By the time I got to college, I already knew that the benefits and successes went to the extroverts. I remember my first day of class there. It was a math class in a bungalow on the edge of the campus. I was worked up believing that everyone would think I was a fraud, didn’t belong, and shouldn’t be there. It was all new, and I didn’t know anyone—talk about an overwhelming experience! I was certain that everyone could smell my fear, and I could hardly keep my eyes open even though I had had a full night’s sleep. My body was going into a shutdown mode from over-stimulation. It was alarming, and I couldn’t figure out what was happening to me. Luckily, I pushed through and made it through the day.

My end goal at college was to get a degree in finance. After I graduated and started working, I got a cubicle and got to pour over numbers. Quietly analyzing numbers was my idea of heaven. I found nothing more gratifying than putting together a great analysis. But unfortunately, as I got better, the job titles changed, and different responsibilities came with them. Eventually, as the CFO of a non-profit organization, I had to present at weekly leadership meetings and quarterly board meetings. The most horrifying activity for me was the quarterly all-staff meetings/presentations. Nothing is worse than having hundreds of eyes on you when you have nothing to say. Despite those meetings, I was repeatedly told by my employees that I was the best boss they had ever worked for, and the Board of Directors constantly said that I was the best CFO the non-profit ever had—apparently they didn’t mind that I kept my financial quarterly reporting short and sweet.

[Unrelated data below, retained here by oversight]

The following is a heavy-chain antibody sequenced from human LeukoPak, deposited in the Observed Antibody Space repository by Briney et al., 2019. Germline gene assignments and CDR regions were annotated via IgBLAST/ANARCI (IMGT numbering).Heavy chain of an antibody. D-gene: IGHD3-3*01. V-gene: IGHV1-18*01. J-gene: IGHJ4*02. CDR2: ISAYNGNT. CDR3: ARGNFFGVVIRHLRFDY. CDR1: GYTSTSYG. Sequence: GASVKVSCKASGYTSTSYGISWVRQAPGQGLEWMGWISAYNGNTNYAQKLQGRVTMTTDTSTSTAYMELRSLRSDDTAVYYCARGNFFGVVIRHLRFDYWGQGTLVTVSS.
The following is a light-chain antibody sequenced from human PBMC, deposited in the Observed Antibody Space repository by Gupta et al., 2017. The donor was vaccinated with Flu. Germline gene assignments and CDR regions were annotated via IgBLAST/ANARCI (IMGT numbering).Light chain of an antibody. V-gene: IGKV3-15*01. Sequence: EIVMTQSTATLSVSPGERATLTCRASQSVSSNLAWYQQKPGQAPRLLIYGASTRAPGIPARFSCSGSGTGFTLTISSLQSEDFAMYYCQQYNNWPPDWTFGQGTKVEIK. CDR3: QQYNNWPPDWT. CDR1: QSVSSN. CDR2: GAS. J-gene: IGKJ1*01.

In August, I am off to start graduate school to get my MBA. I got into a fantastic business program at the Darden School of Business at the University of Virginia. I’m as ecstatic as I am terrified. The program involves group work, case studies, presentations, and cold calls. This will really put my introversion to the test. But I know that in the long run, it will be a substantial benefit to me. I know I will survive it, and I know myself as an introvert. Come August, I will be prepared and will be sure to give myself the time and space needed to feel comfortable and succeed in the extroverted environment. And hopefully, I will learn to excel at presenting.